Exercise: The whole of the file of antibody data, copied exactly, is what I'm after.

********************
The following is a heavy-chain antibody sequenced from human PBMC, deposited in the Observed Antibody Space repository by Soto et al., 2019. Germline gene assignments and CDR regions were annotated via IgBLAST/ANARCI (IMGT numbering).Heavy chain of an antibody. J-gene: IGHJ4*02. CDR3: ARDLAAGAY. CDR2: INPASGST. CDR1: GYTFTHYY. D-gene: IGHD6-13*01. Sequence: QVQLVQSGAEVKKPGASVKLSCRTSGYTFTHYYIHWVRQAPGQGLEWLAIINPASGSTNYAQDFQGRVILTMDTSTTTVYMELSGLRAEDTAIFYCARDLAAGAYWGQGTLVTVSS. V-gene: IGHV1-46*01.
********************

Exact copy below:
The following is a heavy-chain antibody sequenced from human PBMC, deposited in the Observed Antibody Space repository by Soto et al., 2019. Germline gene assignments and CDR regions were annotated via IgBLAST/ANARCI (IMGT numbering).Heavy chain of an antibody. J-gene: IGHJ4*02. CDR3: ARDLAAGAY. CDR2: INPASGST. CDR1: GYTFTHYY. D-gene: IGHD6-13*01. Sequence: QVQLVQSGAEVKKPGASVKLSCRTSGYTFTHYYIHWVRQAPGQGLEWLAIINPASGSTNYAQDFQGRVILTMDTSTTTVYMELSGLRAEDTAIFYCARDLAAGAYWGQGTLVTVSS. V-gene: IGHV1-46*01.